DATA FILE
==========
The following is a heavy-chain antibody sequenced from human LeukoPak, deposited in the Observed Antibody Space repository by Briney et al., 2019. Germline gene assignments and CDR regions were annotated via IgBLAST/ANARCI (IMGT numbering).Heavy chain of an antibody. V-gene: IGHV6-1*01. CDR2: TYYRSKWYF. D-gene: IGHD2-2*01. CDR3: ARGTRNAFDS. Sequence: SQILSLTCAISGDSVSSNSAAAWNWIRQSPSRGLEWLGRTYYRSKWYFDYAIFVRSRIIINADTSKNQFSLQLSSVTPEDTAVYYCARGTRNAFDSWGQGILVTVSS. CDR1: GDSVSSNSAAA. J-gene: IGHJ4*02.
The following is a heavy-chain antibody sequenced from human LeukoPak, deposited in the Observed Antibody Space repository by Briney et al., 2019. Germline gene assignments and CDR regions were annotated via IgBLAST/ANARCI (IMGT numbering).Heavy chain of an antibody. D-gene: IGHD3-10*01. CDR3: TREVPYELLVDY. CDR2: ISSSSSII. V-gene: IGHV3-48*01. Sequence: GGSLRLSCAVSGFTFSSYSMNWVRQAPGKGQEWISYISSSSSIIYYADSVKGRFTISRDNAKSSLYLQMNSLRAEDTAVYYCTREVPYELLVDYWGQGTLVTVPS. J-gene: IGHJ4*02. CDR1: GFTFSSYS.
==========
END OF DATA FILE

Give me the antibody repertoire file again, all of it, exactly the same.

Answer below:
The following is a heavy-chain antibody sequenced from human LeukoPak, deposited in the Observed Antibody Space repository by Briney et al., 2019. Germline gene assignments and CDR regions were annotated via IgBLAST/ANARCI (IMGT numbering).Heavy chain of an antibody. V-gene: IGHV6-1*01. CDR2: TYYRSKWYF. D-gene: IGHD2-2*01. CDR3: ARGTRNAFDS. Sequence: SQILSLTCAISGDSVSSNSAAAWNWIRQSPSRGLEWLGRTYYRSKWYFDYAIFVRSRIIINADTSKNQFSLQLSSVTPEDTAVYYCARGTRNAFDSWGQGILVTVSS. CDR1: GDSVSSNSAAA. J-gene: IGHJ4*02.
The following is a heavy-chain antibody sequenced from human LeukoPak, deposited in the Observed Antibody Space repository by Briney et al., 2019. Germline gene assignments and CDR regions were annotated via IgBLAST/ANARCI (IMGT numbering).Heavy chain of an antibody. D-gene: IGHD3-10*01. CDR3: TREVPYELLVDY. CDR2: ISSSSSII. V-gene: IGHV3-48*01. Sequence: GGSLRLSCAVSGFTFSSYSMNWVRQAPGKGQEWISYISSSSSIIYYADSVKGRFTISRDNAKSSLYLQMNSLRAEDTAVYYCTREVPYELLVDYWGQGTLVTVPS. J-gene: IGHJ4*02. CDR1: GFTFSSYS.